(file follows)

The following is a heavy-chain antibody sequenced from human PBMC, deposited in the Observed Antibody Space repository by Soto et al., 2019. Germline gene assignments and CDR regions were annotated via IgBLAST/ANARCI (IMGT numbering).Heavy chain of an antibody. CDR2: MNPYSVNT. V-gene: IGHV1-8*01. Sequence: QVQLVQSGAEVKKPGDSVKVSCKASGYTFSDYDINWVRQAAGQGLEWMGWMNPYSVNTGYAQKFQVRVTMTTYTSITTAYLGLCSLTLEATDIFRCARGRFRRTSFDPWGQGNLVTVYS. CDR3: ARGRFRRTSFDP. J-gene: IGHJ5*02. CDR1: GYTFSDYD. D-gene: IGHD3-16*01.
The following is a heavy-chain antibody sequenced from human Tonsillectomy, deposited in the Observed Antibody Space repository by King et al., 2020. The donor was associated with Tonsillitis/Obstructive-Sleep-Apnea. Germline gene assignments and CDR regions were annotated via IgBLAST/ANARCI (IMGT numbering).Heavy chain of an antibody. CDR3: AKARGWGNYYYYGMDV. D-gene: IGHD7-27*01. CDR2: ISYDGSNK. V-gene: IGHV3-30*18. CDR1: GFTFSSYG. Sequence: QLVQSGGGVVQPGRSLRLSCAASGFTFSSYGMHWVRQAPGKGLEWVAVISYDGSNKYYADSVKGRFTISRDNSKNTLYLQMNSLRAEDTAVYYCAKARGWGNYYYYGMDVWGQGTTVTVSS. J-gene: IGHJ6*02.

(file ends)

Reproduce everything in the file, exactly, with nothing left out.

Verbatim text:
The following is a heavy-chain antibody sequenced from human PBMC, deposited in the Observed Antibody Space repository by Soto et al., 2019. Germline gene assignments and CDR regions were annotated via IgBLAST/ANARCI (IMGT numbering).Heavy chain of an antibody. CDR2: MNPYSVNT. V-gene: IGHV1-8*01. Sequence: QVQLVQSGAEVKKPGDSVKVSCKASGYTFSDYDINWVRQAAGQGLEWMGWMNPYSVNTGYAQKFQVRVTMTTYTSITTAYLGLCSLTLEATDIFRCARGRFRRTSFDPWGQGNLVTVYS. CDR3: ARGRFRRTSFDP. J-gene: IGHJ5*02. CDR1: GYTFSDYD. D-gene: IGHD3-16*01.
The following is a heavy-chain antibody sequenced from human Tonsillectomy, deposited in the Observed Antibody Space repository by King et al., 2020. The donor was associated with Tonsillitis/Obstructive-Sleep-Apnea. Germline gene assignments and CDR regions were annotated via IgBLAST/ANARCI (IMGT numbering).Heavy chain of an antibody. CDR3: AKARGWGNYYYYGMDV. D-gene: IGHD7-27*01. CDR2: ISYDGSNK. V-gene: IGHV3-30*18. CDR1: GFTFSSYG. Sequence: QLVQSGGGVVQPGRSLRLSCAASGFTFSSYGMHWVRQAPGKGLEWVAVISYDGSNKYYADSVKGRFTISRDNSKNTLYLQMNSLRAEDTAVYYCAKARGWGNYYYYGMDVWGQGTTVTVSS. J-gene: IGHJ6*02.